Friday, June 19th, Sogo Eigo 1, 9:00-10:30 and 10:40-12:10 (Class #8)
Monday, June 22nd, Eigo Kiso 1, 9:00-10:30 and 10:40-12:10 (Class #7)

Friday, June 19th, Advanced Practicum in English (Class #8)

Students, Assignment #6 is another reading assignment, to be submitted as an mp3, as you did with assignment #5. This is the second and final assignment that requires you to send an mp3, and is worth 10 points. (For your information, there are only two more assignments after this, another 10 point assignment and a final 20 point assignment, and that will finish the course.)

This is the part that you have to record. It is about Griffith's Transformation Experiment, so you should know the background by now:

Griffith was interested in the origins of the different strains of S. pneumonia and why some types were virulent, whereas others were not. He observed that small amounts of living type IIIS bacteria injected into mice caused the mice to develop pneumonia and die; on autopsy, he found large amounts of type IIIS bacteria in the blood of the mice (Figure 4.2). When Griffith injected type IIR bacteria into mice, the mice lived, and no bacteria were recovered from their blood. Griffith knew that boiling killed all the bacteria and destroyed their virulence; when he injected large amounts of heat- killed type IIIS bacteria into mice, the mice lived and no type IIIS bacteria were recovered from their blood.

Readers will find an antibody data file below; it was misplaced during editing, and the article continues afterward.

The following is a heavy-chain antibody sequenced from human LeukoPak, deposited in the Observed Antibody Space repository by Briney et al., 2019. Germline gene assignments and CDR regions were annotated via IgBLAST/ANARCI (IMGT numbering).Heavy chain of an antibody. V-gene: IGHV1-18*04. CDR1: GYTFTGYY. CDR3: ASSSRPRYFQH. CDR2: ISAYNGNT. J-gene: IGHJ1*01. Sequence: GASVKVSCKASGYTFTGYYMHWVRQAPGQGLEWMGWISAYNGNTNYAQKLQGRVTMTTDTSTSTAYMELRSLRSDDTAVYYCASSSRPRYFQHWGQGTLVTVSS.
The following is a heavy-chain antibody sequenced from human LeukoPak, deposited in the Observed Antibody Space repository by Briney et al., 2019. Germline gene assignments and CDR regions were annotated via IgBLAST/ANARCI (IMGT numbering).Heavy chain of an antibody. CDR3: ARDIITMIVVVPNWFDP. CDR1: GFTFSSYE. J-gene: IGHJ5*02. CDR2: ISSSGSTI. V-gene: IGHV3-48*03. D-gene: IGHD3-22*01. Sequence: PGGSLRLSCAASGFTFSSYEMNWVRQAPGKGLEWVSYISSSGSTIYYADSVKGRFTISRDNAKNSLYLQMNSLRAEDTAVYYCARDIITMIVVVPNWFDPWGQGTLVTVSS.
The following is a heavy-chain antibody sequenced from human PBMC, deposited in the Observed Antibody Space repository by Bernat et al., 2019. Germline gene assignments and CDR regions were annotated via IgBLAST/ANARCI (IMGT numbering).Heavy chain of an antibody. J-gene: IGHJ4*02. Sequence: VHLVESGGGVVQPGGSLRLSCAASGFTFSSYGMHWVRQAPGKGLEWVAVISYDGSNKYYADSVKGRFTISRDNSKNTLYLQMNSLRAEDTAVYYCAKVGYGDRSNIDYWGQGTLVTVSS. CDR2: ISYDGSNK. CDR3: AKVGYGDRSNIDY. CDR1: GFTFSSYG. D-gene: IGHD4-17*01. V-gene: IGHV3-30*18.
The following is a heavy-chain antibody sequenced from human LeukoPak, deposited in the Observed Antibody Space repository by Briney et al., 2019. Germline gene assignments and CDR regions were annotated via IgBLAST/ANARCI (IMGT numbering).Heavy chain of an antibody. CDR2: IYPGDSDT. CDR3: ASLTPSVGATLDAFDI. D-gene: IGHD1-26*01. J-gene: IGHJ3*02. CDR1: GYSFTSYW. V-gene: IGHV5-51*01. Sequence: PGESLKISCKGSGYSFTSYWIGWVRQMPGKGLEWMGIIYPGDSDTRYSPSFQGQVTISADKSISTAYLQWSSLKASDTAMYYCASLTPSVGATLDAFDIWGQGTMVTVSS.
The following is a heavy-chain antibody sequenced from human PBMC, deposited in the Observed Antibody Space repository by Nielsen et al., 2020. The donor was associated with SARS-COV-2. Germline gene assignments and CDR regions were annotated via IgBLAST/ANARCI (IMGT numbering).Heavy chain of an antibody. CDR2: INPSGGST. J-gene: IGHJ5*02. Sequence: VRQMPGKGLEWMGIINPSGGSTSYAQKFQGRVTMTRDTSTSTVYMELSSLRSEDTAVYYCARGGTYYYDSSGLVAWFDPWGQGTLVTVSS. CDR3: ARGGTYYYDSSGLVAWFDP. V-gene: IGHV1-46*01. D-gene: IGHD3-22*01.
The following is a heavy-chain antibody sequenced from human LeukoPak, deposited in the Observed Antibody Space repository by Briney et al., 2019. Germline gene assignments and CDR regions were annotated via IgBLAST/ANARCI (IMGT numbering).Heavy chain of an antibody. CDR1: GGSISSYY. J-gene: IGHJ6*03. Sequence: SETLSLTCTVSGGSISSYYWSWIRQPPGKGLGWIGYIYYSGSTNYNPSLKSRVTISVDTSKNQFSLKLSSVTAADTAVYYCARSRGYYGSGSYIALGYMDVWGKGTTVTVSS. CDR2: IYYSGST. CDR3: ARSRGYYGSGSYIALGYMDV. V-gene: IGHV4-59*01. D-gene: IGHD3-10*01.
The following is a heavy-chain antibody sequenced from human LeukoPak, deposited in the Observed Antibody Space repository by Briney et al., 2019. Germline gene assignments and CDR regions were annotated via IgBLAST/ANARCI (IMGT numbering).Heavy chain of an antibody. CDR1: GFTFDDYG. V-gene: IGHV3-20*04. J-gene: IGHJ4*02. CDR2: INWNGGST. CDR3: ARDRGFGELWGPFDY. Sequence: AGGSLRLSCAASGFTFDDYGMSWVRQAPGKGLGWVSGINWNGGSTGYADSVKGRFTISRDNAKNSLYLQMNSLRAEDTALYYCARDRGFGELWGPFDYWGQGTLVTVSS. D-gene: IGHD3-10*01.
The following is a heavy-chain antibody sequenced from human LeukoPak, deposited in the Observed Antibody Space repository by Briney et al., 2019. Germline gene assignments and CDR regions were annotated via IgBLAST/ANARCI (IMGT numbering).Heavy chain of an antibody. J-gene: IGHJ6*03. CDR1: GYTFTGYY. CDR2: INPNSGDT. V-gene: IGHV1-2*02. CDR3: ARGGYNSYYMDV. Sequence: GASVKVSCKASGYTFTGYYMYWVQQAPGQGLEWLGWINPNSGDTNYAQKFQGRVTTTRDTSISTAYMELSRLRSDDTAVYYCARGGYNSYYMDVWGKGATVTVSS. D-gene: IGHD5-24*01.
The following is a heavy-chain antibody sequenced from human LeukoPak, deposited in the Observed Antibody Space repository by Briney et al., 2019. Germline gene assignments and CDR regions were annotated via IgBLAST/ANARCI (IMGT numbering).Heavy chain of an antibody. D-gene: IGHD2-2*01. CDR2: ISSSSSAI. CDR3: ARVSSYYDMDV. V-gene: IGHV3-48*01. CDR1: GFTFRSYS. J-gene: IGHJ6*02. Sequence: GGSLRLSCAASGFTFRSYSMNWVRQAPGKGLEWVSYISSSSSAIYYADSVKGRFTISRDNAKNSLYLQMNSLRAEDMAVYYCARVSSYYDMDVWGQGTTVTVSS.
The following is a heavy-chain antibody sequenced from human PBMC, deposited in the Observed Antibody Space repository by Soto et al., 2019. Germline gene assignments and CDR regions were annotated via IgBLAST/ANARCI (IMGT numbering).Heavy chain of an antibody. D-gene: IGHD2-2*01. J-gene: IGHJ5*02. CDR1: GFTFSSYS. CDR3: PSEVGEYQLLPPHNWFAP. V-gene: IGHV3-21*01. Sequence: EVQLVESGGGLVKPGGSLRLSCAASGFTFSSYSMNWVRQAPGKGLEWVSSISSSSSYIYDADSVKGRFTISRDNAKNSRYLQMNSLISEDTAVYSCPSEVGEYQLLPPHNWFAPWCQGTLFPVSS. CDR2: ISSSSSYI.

The results of these experiments were not unusual. However, Griffith got a surprise when he infected his mice with a small amount of living type IIR bacteria, along with a large amount of heat-killed type IIIS bacteria. Because both the type IIR bacteria and the heat-killed type IIIS bacteria were non-virulent, he expected these mice to live. Surprisingly, 5 days after the injections, the mice became infected with pneumonia and died (Figure 4.2). When Griffith examined blood from the hearts of these mice, he observed live type IIIS bacteria. Furthermore, these bacteria retained their type IIIS characteristics through several generations; so the infectivity was heritable.

As with assignment #5, be careful with the blendings that I went through in that video, and also be careful with the gaps that you should leave between sentences and places with commas and brackets. Regarding pronunciation, 'III' is '3,' so 'type IIIS' is 'type 3S'. (These are Roman numerals.)

The original open source document for this can be found here

I am available during the usual tutorial time on Friday. Text me if you want to Zoom. 

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